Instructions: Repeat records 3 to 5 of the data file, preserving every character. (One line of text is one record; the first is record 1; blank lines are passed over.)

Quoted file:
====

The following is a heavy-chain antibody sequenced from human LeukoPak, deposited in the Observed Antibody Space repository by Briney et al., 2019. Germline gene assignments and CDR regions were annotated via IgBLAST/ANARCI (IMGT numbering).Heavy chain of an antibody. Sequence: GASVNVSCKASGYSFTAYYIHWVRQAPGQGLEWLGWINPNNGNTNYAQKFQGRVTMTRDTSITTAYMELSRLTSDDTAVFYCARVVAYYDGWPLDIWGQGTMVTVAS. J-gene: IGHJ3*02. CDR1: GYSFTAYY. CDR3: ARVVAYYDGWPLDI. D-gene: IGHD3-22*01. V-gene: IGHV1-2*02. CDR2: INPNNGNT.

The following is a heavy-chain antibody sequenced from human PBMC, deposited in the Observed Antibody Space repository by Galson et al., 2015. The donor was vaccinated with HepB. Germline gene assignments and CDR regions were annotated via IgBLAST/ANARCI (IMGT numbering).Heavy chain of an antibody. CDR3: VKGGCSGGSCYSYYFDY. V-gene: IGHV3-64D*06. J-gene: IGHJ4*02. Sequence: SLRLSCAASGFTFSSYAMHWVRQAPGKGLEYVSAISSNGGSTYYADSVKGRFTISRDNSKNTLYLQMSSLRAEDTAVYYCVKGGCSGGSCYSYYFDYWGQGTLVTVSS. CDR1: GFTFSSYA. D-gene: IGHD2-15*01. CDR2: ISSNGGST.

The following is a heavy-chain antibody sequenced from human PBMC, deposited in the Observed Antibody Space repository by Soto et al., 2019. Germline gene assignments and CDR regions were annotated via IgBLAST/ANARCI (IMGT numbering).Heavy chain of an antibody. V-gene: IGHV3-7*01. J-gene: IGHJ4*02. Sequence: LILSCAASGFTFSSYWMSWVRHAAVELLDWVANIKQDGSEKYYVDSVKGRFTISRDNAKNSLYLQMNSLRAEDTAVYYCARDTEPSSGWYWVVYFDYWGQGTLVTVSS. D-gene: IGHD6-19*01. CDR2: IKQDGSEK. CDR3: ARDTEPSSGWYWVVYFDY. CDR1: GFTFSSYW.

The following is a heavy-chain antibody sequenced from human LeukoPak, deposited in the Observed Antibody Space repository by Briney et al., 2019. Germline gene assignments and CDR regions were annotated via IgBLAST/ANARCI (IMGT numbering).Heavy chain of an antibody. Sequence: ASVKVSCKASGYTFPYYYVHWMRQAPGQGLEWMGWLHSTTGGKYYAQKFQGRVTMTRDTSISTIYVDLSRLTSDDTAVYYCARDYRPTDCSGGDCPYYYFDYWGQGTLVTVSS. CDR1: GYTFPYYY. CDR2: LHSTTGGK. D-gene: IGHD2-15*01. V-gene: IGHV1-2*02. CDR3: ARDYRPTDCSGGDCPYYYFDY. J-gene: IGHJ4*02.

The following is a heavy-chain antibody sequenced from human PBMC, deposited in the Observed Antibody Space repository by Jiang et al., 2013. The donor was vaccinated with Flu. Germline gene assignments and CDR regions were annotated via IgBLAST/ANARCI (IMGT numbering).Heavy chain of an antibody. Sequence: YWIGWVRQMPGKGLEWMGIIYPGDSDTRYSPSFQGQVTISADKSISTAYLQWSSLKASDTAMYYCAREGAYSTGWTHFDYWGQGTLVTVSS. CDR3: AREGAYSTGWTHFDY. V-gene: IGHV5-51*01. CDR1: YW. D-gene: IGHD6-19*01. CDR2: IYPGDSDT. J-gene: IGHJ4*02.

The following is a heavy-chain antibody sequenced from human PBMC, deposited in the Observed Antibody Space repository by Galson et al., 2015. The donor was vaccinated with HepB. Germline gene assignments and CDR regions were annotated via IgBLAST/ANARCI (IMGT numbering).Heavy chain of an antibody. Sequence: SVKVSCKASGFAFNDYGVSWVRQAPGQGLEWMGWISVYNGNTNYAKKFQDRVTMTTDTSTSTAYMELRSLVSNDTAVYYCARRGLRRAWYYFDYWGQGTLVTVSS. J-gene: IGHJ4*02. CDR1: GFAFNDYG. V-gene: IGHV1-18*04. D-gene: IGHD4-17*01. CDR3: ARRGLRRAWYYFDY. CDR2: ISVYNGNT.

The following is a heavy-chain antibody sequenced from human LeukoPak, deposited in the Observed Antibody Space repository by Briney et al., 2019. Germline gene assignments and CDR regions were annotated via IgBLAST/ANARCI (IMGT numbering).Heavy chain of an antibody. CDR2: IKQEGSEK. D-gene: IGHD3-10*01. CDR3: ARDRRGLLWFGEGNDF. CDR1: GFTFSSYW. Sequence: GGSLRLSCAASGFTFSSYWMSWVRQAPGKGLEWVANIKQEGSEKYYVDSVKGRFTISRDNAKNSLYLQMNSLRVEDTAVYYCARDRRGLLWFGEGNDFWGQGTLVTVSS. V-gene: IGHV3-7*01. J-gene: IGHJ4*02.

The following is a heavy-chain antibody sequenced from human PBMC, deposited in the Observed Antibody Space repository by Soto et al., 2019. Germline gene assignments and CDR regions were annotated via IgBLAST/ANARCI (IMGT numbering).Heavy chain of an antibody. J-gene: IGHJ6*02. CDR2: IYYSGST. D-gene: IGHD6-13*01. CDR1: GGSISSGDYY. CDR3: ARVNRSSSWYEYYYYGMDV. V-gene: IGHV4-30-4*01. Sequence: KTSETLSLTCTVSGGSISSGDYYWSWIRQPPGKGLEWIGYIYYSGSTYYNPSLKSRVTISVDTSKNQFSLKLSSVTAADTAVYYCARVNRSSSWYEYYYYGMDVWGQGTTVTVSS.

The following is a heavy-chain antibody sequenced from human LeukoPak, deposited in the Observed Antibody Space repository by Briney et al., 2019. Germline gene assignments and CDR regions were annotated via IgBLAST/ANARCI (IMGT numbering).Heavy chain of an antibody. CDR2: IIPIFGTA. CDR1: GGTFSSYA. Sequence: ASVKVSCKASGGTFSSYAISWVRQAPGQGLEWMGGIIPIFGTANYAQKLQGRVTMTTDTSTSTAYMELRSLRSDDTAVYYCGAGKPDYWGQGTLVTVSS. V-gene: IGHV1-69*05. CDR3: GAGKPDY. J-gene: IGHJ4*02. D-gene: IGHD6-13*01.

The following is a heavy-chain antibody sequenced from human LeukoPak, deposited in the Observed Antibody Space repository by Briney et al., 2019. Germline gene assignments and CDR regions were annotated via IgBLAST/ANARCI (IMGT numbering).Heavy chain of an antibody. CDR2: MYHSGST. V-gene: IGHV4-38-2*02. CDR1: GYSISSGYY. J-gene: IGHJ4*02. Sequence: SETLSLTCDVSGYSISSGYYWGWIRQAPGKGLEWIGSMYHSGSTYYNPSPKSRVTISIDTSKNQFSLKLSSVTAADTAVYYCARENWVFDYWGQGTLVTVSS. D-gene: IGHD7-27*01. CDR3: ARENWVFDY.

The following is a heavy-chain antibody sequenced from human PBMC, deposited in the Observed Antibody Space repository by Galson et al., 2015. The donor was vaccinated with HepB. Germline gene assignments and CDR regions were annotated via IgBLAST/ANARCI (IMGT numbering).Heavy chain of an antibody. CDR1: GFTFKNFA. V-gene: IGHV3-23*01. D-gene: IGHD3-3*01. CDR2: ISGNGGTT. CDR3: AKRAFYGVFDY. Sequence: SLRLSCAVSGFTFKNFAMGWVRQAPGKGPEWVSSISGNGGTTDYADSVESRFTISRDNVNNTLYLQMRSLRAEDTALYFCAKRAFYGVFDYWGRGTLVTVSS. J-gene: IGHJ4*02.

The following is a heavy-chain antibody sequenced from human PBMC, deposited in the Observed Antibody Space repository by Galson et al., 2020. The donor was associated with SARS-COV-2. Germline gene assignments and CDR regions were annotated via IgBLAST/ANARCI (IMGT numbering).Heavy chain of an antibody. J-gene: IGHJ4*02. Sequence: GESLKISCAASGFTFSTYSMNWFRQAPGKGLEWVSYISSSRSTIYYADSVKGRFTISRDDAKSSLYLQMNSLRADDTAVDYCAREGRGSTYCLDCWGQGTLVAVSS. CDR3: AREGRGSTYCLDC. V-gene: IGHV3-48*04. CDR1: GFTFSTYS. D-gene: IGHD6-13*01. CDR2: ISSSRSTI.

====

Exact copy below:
The following is a heavy-chain antibody sequenced from human PBMC, deposited in the Observed Antibody Space repository by Soto et al., 2019. Germline gene assignments and CDR regions were annotated via IgBLAST/ANARCI (IMGT numbering).Heavy chain of an antibody. V-gene: IGHV3-7*01. J-gene: IGHJ4*02. Sequence: LILSCAASGFTFSSYWMSWVRHAAVELLDWVANIKQDGSEKYYVDSVKGRFTISRDNAKNSLYLQMNSLRAEDTAVYYCARDTEPSSGWYWVVYFDYWGQGTLVTVSS. D-gene: IGHD6-19*01. CDR2: IKQDGSEK. CDR3: ARDTEPSSGWYWVVYFDY. CDR1: GFTFSSYW.

The following is a heavy-chain antibody sequenced from human LeukoPak, deposited in the Observed Antibody Space repository by Briney et al., 2019. Germline gene assignments and CDR regions were annotated via IgBLAST/ANARCI (IMGT numbering).Heavy chain of an antibody. Sequence: ASVKVSCKASGYTFPYYYVHWMRQAPGQGLEWMGWLHSTTGGKYYAQKFQGRVTMTRDTSISTIYVDLSRLTSDDTAVYYCARDYRPTDCSGGDCPYYYFDYWGQGTLVTVSS. CDR1: GYTFPYYY. CDR2: LHSTTGGK. D-gene: IGHD2-15*01. V-gene: IGHV1-2*02. CDR3: ARDYRPTDCSGGDCPYYYFDY. J-gene: IGHJ4*02.

The following is a heavy-chain antibody sequenced from human PBMC, deposited in the Observed Antibody Space repository by Jiang et al., 2013. The donor was vaccinated with Flu. Germline gene assignments and CDR regions were annotated via IgBLAST/ANARCI (IMGT numbering).Heavy chain of an antibody. Sequence: YWIGWVRQMPGKGLEWMGIIYPGDSDTRYSPSFQGQVTISADKSISTAYLQWSSLKASDTAMYYCAREGAYSTGWTHFDYWGQGTLVTVSS. CDR3: AREGAYSTGWTHFDY. V-gene: IGHV5-51*01. CDR1: YW. D-gene: IGHD6-19*01. CDR2: IYPGDSDT. J-gene: IGHJ4*02.